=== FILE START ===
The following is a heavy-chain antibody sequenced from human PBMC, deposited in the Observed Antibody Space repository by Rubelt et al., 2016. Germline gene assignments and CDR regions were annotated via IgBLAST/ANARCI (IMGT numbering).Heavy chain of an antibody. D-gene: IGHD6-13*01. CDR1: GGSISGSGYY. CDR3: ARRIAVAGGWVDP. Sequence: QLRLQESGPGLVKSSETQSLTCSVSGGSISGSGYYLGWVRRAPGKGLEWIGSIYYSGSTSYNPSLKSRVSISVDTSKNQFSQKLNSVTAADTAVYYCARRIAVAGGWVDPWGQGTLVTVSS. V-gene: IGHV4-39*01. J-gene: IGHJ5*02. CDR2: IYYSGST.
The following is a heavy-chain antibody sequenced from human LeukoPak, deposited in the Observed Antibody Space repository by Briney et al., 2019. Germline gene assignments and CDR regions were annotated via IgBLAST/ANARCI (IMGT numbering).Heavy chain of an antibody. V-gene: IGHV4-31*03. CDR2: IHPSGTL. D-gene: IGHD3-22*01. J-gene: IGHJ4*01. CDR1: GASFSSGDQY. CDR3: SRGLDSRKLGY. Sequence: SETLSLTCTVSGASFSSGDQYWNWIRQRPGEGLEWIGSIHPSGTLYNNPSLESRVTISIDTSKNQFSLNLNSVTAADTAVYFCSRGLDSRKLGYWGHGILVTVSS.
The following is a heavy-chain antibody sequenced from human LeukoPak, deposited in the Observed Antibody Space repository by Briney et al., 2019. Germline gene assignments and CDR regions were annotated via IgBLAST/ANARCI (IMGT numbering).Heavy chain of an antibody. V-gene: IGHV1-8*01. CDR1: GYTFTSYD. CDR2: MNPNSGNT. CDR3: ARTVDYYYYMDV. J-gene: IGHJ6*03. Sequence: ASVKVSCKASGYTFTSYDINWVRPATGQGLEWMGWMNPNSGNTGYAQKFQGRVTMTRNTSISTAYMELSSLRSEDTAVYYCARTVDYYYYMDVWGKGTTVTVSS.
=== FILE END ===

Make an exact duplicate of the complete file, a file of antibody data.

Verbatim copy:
The following is a heavy-chain antibody sequenced from human PBMC, deposited in the Observed Antibody Space repository by Rubelt et al., 2016. Germline gene assignments and CDR regions were annotated via IgBLAST/ANARCI (IMGT numbering).Heavy chain of an antibody. D-gene: IGHD6-13*01. CDR1: GGSISGSGYY. CDR3: ARRIAVAGGWVDP. Sequence: QLRLQESGPGLVKSSETQSLTCSVSGGSISGSGYYLGWVRRAPGKGLEWIGSIYYSGSTSYNPSLKSRVSISVDTSKNQFSQKLNSVTAADTAVYYCARRIAVAGGWVDPWGQGTLVTVSS. V-gene: IGHV4-39*01. J-gene: IGHJ5*02. CDR2: IYYSGST.
The following is a heavy-chain antibody sequenced from human LeukoPak, deposited in the Observed Antibody Space repository by Briney et al., 2019. Germline gene assignments and CDR regions were annotated via IgBLAST/ANARCI (IMGT numbering).Heavy chain of an antibody. V-gene: IGHV4-31*03. CDR2: IHPSGTL. D-gene: IGHD3-22*01. J-gene: IGHJ4*01. CDR1: GASFSSGDQY. CDR3: SRGLDSRKLGY. Sequence: SETLSLTCTVSGASFSSGDQYWNWIRQRPGEGLEWIGSIHPSGTLYNNPSLESRVTISIDTSKNQFSLNLNSVTAADTAVYFCSRGLDSRKLGYWGHGILVTVSS.
The following is a heavy-chain antibody sequenced from human LeukoPak, deposited in the Observed Antibody Space repository by Briney et al., 2019. Germline gene assignments and CDR regions were annotated via IgBLAST/ANARCI (IMGT numbering).Heavy chain of an antibody. V-gene: IGHV1-8*01. CDR1: GYTFTSYD. CDR2: MNPNSGNT. CDR3: ARTVDYYYYMDV. J-gene: IGHJ6*03. Sequence: ASVKVSCKASGYTFTSYDINWVRPATGQGLEWMGWMNPNSGNTGYAQKFQGRVTMTRNTSISTAYMELSSLRSEDTAVYYCARTVDYYYYMDVWGKGTTVTVSS.